Good Luck With Three-Screen Metrics

Invariably, whenever you speak to folks in the digital media industry about what’s holding back online video, measurement is cited as problem one, two and three. Often the complaints range from not being figure out basic reach — i.e. how many people watched a particular Web series — to tracking the audience of content that gets syndicated across the Web, to simply not grasping what actually constitutes a view.

I can see why some of these problems might prove quite challenging to solve. For instance, calculating reach for a viral video which gets shared and re-posted on all sorts of blogs and social networks sure seems like it would be technologically difficult. But one metrics obstacle that is constantly cited as a major deterrent for getting more big brands to spend more dollars online is the lack of cross platform measurement. And that challenge seems so fundamental to the medium’s growth that you’d think the industry would have tackled that long ago.

But you’d be wrong. Third-party audience researchers said they were going to tackle this years ago. The idea was that all media is going digital, therefore measurement will be digitally precise. Nielsen promised that it would be able to provide some sort of ratings equivalent for TV, video games, mobile phones and PCs. By 2008 the company was issuing its quarterly “Three Screens” report, which is full of nuggets such as how many people use DVRs or watch TV shows on the Internet. Meanwhile, in 2010 ComScore made similar promises, and is running pilot programs for three-screen measurement.

Nielsen’s three-screen reports are actually quite rich, it’s just that they come out once a quarter. I suspect that’s not very useful in day-to-day planning. From my best recollection, when Nielsen sold its three-screen capabilities years ago, it boasted of being able to track users across every screen far more frequently and intricately.

To be honest, I don’t have any idea how far along ComScore’s efforts are. According to a report from last year, its three-screen pilot program is in 25,000 homes globally. To push this forward, the company has joined with Arbitron as well as a coalition called The Coalition for Innovative Media Measurement, which includes media companies like NBC Universal and Discovery and brands like Conagra. But it’s hard not to have doubts, given that ComScore hardly has but a toeprint in TV audience research.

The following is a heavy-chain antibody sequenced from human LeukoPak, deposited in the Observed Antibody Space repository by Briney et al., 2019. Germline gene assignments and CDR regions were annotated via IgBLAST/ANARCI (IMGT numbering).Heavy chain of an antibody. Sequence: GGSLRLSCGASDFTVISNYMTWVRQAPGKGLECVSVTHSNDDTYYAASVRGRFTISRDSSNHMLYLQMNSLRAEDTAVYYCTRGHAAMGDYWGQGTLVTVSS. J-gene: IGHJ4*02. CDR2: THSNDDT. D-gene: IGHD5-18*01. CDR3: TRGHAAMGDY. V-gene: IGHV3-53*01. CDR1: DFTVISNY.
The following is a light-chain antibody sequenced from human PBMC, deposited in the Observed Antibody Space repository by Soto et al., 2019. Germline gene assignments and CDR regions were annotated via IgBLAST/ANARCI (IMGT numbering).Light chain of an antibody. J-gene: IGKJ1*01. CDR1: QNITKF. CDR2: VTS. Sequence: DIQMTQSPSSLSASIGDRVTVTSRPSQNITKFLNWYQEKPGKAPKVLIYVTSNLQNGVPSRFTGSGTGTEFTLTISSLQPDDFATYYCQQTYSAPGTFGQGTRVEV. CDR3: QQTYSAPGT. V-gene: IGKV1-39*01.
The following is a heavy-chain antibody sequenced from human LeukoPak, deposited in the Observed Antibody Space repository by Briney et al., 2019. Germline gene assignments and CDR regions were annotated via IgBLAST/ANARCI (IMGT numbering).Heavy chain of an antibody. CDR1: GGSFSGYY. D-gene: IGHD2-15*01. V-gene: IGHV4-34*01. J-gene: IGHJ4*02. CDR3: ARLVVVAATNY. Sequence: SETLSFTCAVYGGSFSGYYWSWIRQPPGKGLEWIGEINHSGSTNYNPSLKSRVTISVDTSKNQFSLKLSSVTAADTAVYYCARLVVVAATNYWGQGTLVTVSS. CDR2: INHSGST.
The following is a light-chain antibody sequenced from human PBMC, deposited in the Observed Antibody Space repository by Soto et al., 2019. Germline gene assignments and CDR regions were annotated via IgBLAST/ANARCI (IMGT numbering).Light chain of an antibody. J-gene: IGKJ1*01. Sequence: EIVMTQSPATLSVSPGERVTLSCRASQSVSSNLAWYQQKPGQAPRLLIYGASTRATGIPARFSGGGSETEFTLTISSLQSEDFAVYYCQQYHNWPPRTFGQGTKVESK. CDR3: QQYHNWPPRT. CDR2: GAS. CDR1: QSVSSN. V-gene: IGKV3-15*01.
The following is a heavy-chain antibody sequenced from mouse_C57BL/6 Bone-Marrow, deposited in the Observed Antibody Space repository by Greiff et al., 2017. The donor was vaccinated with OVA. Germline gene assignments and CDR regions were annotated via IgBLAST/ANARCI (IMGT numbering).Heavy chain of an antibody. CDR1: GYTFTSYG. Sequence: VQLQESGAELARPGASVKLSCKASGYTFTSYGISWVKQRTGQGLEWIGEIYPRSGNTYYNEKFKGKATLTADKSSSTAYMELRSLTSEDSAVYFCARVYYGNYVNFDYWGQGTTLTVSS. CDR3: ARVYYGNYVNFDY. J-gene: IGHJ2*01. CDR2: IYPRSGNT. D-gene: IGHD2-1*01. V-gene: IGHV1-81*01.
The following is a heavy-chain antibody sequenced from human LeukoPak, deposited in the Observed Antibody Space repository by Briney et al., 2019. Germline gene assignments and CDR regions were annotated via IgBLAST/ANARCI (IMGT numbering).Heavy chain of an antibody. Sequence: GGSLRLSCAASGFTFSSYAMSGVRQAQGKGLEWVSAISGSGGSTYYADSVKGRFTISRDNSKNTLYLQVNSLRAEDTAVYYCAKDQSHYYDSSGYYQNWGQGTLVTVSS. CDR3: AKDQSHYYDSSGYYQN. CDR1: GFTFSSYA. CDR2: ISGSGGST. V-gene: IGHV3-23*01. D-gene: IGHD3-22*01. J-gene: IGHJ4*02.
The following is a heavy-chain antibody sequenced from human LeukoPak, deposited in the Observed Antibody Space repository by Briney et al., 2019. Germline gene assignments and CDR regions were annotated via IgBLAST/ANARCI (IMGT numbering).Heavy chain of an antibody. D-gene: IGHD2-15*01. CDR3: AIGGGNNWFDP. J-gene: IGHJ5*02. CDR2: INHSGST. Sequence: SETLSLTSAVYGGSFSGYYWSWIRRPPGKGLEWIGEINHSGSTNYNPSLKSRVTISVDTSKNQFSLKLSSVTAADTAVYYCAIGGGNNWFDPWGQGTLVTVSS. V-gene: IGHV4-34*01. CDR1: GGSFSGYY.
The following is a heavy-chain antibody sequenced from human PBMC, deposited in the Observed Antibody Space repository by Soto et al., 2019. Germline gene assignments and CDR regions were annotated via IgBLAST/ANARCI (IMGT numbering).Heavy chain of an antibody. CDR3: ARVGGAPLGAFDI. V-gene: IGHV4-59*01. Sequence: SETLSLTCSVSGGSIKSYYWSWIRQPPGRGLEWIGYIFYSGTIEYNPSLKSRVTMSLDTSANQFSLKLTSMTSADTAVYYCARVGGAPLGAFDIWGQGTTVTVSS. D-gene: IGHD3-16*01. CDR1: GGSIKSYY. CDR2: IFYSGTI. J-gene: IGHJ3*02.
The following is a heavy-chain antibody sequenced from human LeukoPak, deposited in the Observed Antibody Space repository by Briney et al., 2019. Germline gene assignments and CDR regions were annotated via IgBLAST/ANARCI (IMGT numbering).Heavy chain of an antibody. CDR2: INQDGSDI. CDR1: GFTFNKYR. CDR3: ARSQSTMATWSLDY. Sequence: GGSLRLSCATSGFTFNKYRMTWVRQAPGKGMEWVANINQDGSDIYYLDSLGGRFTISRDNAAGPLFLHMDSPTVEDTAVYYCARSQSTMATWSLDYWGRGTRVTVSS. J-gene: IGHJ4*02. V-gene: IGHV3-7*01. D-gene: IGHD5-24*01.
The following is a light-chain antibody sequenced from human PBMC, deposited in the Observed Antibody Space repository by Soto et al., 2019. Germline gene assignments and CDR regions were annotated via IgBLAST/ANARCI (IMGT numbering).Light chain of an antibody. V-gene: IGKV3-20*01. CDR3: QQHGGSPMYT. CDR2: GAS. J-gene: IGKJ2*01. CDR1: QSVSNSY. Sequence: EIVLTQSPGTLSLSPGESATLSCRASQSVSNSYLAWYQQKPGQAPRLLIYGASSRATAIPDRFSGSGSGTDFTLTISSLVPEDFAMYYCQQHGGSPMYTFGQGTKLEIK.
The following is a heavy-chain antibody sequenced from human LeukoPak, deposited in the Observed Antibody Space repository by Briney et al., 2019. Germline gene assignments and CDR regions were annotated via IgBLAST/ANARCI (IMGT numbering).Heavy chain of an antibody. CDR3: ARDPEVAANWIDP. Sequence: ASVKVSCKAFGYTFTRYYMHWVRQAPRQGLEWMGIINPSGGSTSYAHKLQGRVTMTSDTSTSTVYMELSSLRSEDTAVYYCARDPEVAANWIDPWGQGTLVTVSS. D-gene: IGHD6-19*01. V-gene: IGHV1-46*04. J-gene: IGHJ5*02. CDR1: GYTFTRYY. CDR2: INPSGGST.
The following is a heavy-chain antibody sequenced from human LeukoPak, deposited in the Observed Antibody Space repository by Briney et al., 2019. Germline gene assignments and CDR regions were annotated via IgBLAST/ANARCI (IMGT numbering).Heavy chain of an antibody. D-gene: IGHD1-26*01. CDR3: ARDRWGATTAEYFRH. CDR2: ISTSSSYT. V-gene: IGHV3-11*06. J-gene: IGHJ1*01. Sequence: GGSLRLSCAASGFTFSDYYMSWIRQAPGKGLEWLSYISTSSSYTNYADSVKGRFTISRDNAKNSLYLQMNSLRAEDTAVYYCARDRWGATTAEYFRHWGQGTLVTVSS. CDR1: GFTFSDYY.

In fact, it’s hard not to have doubts about this whole endeavor, given the baseline problems of marrying disparate data sources and tracking different technologies. Put more simply, how are you ever going to track a person’s media habits on TV, PC, phone, tablet, video console and whatever else the folks in Cupertino invent next when none of them are interoperable (today) and three of the four don’t accept cookies? Is Nielsen going to convince anybody to install some kind of tracking software on four different devices? Is that even possible? Why would ComScore be any more successful? And if that isn’t likely to happen, is the online ad industry going to accept some kind of survey-driven, or worse, diary-driven methodology, even if it offered real time data? Doubtful. Sure, maybe if the cable companies, set top box companies, ISPs and wireless telecom companies all got together and shared data — and maybe I’ll end up playing for the Knicks this year.

It’s more likely that the answer is something nobody in the ad business wants to hear: it’s going to be impossible to ever track people’s media habits on every device, even if they are all digital, with very much specificity. Buyers and sellers are going to have to stick with formulas, guesstimates and mismatched metrics. And brands are going to have to decide if they can live with that. But hey, sketchy measurement hasn’t hurt TV much.

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